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Carbon capture, storage and utilisation

Green Shipping

Heavy transport

Northern European collaboration for CO2 transport and storage in place

A European infrastructure for carbon capture and storage is underway as Denmark, Norway, Belgium, the Netherlands, and Sweden have made agreements allowing for cross-border transport and geological storage of captured CO2.

Photo credit: Project Greensand

By capturing emissions that are very difficult to prevent, Carbon capture and storage (CCS) is an essential climate tool and a necessary step in order to reach European climate goals.

In 2021, Norway and the Netherlands signed an arrangement on energy cooperation around the North Sea, including carbon capture and storage. Similar arrangements are in place between Norway and Belgium (2022) and Denmark (2023), as well as a joint declaration with Sweden in 2022. In addition, in 2022 and 2023 Denmark, Belgium (the Federal State, Flanders and Wallonia) as well as the Netherlands signed arrangements for the transport and storage of captured carbon across borders.

Yesterday, Denmark, Belgium, the Netherlands and Sweden each established an arrangement for cross-border transport of CO2 with Norway. Sweden and Denmark concluded a similar arrangement, too. This removes some of the obstacles on the way to a well-functioning carbon capture and storage market in the wide North Sea region.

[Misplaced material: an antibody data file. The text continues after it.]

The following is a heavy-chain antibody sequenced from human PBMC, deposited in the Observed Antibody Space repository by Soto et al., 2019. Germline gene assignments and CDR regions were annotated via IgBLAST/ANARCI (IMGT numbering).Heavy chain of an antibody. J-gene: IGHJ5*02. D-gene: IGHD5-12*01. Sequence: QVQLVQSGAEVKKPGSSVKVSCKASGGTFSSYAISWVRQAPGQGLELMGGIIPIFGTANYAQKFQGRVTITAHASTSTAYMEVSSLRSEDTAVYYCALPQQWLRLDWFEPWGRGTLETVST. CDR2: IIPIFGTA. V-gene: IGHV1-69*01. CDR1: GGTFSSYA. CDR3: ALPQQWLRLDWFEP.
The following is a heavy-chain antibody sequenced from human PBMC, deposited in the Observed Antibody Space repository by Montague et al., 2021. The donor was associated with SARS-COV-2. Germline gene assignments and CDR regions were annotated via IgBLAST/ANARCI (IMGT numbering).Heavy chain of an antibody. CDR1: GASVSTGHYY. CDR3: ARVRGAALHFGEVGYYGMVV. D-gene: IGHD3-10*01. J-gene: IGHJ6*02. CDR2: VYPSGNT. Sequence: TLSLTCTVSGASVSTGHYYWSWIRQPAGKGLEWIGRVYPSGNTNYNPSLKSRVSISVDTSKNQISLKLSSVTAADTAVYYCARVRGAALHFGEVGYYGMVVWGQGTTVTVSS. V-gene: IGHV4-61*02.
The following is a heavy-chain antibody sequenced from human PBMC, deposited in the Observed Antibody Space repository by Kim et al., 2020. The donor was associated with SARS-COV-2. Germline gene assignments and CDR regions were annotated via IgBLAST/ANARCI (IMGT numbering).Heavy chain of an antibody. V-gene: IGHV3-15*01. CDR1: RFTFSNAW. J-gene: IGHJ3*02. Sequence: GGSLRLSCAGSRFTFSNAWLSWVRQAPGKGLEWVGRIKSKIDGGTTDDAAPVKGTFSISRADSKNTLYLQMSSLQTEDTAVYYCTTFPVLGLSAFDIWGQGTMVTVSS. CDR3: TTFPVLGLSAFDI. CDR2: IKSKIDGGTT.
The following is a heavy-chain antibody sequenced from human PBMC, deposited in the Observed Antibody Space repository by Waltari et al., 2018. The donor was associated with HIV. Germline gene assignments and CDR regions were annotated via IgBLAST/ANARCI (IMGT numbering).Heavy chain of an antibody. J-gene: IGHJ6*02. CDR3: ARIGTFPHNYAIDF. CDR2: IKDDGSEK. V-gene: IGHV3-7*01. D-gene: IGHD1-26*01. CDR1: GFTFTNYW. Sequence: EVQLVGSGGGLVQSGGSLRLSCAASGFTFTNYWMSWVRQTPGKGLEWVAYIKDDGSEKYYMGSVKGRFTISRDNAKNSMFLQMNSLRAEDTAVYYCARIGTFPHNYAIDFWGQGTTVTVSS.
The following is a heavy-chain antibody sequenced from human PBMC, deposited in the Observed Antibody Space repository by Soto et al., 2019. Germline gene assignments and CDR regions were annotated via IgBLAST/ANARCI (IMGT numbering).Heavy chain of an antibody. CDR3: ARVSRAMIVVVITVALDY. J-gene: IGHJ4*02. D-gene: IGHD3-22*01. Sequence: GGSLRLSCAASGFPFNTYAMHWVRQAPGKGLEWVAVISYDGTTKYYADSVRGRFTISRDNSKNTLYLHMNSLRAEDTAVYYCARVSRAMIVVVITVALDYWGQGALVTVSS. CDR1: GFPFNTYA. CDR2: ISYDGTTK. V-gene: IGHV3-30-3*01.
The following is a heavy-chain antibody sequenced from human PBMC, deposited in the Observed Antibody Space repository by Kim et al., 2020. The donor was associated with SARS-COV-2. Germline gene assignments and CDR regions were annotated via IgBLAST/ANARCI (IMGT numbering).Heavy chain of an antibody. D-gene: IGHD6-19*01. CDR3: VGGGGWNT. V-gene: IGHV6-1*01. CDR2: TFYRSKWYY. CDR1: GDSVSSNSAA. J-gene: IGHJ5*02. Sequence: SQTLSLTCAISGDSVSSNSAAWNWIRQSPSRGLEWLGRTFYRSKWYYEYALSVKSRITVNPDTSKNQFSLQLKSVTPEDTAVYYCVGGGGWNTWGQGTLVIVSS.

”In order to decarbonize hard-to-abate sectors, we need carbon capture and storage. In order to reach climate neutrality by 2050 in Europe, we need carbon capture and storage on a larger, international scale. [These] arrangements are two great steps in the right direction. It’s all hands on deck – and I’m glad to see both Norway and Sweden joining our work towards an international industry for carbon capture and storage,” Danish Minister for Climate, Energy and Utilities Lars Aagaard.

The Danish underground holds great potential

The Danish subsurface is particularly suitable for storing CO2, which is not the case for all European countries. Specifically, the Danish subsurface has room for several hundred years of Danish emissions.

Denmark was the first country in the world to sign an agreement on CO2 transport with Belgium, and in recent years, Denmark has signed additional agreements with France and the Netherlands, enabling the transport and storage of CO2 across borders.

Read more: Great potential for storing CO2 in the Danish underground

White paper: Carbon capture, utilisation, and storage

Get a full overview of how carbon capture, utilisation, and storage (CCUS) can be used to accelerate the green transition, by unlocking the huge potential of large-scale CO2 mitigation. Download our free publication.

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